Only the most recent posts pop up on the HOME page. For searchable lists of titles/series reviewed on this Blog, click on one of the Page Tabs above. On each Page, click on the series name to go directly to my review.

AUTHOR SEARCH lists all authors reviewed on this Blog. CREATURE SEARCH groups all of the titles/series by their creature types. The RATINGS page explains the violence, sensuality, and humor (V-S-H) ratings codes found at the beginning of each Blog review and groups all titles/series by their Ratings. The PLOT TYPES page explains the SMR-UF-CH-HIS codes found at the beginning of each Blog review and groups all titles/series by their plot types. On this Blog, when you see a title, an author's name, or a word or phrase in pink type, this is a link. Just click on the pink to go to more information about that topic.

Monday, August 15, 2016


Author:  K. S. Merbeth (aka Kristyn Merbeth)
Plot Type:  Post-Apocalyptic Fantasy 
Ratings:  Violence5; Sensuality—2; Humor—3   
Publisher and Titles:  Orbit
          Bite (7/2016)
          Raid (TBA)

     Here's how the author explains the premise of her series: "In post-apocalyptic stories, there are always groups of gun-toting psychos looting and killing their way through life. They’re usually presented as mindless villains, by-products of the craziness of the world, without backstories or motivations or anything that makes them seem human. And yet, they are human. So I started to wonder—who are these people? How’d they end up this way? What are their lives like behind the scenes? And those questions spawned the idea of a story with typical 'bad guys,' a crew of raiders, as the protagonists." 

     In this world, the planet has narrowly survived a nuclear war. Small groups of "townies" barely exist in hard-scrabble settlements scattered across the barren landscape. They rely on traders to supply them with necessary food, water, and other supplies. The "traders" are more aptly called "raiders," because they get their stock by looting towns and other traders' caravans. 

     The traders/raiders and the townies are the predator-prey middle class of the societal ranks. At the top are the Queen of Wastes, whose falling-down mansion serves as neutral ground, and the newcomer who calls himself Saint and claims to be bringing law and order back to the world. The bottom feeders are the sharks—raiders who traffic not only in stolen goods, but also in human flesh: "...even in the desperate, lawless world of the wastelands, sharks are hated by all. They practice the last taboo, the one globally acknowledged evil, the act too immoral and repulsive and unfathomable to be accepted: cannibalism." But, you see, a person needs protein to stay alive, and the only protein left in the wasteland is of the human variety, so even though people revile the sharks, they buy and eat their "hog meat" and don't ask any questions about its source. (Notice the license plate of the jeep on the cover of Bite.)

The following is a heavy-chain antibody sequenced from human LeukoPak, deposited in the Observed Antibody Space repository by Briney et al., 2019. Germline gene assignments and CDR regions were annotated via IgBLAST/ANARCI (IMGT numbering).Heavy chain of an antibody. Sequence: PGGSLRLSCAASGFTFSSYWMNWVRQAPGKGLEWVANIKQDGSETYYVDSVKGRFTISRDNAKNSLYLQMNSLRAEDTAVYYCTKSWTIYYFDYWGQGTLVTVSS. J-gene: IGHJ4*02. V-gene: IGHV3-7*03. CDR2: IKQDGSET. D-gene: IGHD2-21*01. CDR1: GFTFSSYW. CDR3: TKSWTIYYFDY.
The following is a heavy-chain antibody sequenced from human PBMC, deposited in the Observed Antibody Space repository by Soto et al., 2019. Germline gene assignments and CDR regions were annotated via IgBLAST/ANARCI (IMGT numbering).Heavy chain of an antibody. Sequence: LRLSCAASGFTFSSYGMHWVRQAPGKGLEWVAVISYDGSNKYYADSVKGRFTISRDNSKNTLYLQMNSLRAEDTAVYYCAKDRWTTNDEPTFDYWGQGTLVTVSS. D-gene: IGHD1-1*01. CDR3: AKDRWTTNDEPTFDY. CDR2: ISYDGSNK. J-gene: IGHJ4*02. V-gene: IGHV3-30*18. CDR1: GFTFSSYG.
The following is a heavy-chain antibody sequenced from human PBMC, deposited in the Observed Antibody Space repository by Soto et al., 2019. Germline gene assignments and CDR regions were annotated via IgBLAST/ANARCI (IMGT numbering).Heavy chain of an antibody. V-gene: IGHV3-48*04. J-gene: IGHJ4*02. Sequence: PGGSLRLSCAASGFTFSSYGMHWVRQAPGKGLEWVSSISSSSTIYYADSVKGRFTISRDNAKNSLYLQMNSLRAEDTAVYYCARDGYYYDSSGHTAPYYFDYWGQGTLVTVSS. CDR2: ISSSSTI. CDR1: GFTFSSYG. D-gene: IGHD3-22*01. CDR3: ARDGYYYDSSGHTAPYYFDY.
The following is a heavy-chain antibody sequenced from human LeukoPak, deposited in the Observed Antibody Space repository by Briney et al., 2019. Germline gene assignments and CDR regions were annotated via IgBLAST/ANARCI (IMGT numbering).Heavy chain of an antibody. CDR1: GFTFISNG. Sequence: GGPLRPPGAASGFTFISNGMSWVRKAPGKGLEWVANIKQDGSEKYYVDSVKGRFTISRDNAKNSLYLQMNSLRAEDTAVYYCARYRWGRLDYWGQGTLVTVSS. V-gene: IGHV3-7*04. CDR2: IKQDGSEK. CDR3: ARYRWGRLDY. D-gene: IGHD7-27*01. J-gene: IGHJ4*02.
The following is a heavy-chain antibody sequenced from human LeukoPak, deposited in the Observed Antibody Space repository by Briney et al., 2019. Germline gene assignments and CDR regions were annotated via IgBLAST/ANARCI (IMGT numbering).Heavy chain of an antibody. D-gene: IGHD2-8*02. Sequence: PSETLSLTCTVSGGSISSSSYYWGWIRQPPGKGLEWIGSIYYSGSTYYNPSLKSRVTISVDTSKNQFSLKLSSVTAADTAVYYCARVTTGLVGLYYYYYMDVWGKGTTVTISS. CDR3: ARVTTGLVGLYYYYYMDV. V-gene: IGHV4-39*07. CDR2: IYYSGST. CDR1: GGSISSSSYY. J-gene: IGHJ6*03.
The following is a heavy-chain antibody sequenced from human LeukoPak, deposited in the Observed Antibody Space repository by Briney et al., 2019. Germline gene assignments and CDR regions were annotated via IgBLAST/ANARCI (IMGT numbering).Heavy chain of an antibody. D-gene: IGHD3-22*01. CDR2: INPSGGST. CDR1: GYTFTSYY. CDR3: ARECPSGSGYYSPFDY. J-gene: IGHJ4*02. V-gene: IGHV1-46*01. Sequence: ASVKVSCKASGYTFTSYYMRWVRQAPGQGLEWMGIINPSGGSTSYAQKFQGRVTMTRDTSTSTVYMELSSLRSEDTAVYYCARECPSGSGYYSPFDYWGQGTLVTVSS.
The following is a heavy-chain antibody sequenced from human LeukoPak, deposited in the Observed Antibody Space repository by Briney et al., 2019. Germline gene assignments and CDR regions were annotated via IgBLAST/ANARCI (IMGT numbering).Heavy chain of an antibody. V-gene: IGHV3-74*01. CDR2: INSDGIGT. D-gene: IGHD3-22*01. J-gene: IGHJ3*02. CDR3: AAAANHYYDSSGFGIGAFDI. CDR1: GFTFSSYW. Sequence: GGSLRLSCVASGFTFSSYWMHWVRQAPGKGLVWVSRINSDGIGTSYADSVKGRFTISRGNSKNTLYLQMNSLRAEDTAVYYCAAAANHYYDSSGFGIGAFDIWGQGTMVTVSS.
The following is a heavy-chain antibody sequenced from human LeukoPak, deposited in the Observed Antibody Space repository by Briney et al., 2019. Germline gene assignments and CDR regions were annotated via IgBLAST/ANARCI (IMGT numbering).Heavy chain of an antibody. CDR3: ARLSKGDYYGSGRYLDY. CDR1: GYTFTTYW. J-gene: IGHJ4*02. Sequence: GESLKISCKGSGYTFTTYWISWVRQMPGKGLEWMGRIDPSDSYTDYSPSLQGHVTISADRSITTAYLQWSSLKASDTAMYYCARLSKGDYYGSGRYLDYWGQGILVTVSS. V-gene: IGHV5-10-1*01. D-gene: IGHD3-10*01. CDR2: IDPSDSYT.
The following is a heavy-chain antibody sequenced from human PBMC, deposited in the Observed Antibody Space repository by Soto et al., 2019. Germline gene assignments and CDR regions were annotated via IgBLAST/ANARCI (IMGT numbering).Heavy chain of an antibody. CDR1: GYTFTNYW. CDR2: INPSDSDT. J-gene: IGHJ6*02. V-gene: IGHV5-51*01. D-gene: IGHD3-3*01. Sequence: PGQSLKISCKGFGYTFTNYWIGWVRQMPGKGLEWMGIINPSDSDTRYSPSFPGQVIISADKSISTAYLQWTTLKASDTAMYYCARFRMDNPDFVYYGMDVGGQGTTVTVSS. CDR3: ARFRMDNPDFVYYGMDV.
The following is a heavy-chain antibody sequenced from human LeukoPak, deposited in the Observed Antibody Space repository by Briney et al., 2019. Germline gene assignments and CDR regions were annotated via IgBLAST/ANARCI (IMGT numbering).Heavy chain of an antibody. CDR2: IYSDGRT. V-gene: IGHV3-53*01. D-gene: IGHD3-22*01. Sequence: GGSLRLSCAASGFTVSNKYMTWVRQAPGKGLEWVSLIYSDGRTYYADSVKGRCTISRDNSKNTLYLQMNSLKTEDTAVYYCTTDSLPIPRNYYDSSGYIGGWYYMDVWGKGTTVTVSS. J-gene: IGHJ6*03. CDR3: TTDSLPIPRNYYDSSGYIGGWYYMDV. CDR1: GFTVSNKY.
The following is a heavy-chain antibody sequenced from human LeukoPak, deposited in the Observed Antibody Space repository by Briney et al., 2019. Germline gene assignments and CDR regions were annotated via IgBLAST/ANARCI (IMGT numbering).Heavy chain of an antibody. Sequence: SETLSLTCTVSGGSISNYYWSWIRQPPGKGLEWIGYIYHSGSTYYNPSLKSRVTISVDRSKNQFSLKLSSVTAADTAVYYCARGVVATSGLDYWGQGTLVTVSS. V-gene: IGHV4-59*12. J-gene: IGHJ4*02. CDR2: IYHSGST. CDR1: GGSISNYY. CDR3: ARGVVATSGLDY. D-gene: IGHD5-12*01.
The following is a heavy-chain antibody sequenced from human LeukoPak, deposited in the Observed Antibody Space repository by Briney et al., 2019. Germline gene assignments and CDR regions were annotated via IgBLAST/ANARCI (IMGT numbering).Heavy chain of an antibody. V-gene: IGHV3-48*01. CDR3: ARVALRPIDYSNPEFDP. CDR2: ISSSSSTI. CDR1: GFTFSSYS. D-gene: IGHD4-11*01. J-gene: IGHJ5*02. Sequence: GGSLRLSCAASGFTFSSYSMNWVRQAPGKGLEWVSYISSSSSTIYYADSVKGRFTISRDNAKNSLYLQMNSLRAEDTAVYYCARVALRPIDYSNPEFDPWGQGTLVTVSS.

The series heroine is Kid, a sixteen-year-old girl who has been on her own since she lost her father to the wastelands several years ago. All of the gang members go by nicknames, because names from the past mean nothing in this world. Kid finally reveals her whole, sad story near the end of Bite, so I won't spoil it by repeating it here. One day, just as she accepts the fact that she doesn't have enough food and water to make it to the next town, a jeep carrying a man and a woman stops, and the man speaks the opening words to Bite"Need a ride?". Kid's response changes her life completely.

     The two people in the car are Wolf and Dolly. Wolf is the leader of a gang of sharks (although Kid doesn't know that at first), and Dolly is a former prostitute with a sad backstory. In this Mad Max-esque world, Wolf has the audacity and fearlessness of any tough-guy gang leader in any post-apocalyptic film you have ever seen, but usually those guys are seen as shallow, mindless psychopaths with no redeeming qualities. That's the difference here. Merbeth fleshes out Wolf's character, along with the other gang members, turning them into more of a tough-love family than a gang of cannibals. Actually though, in the grim reality of this world, they are both.

     After a nuclear war, you'd think that radiation poisoning would be a major problem, but that is not the case here. There have been many deaths of infants since the war ended, and the rivers are full of nuclear waste, but the general population doesn't seem to be affected in any way. I'm not going to nitpick about that; I'm just going to accept it as part of the mythology of the series.

     Click HERE to read an interview with the author about Bite.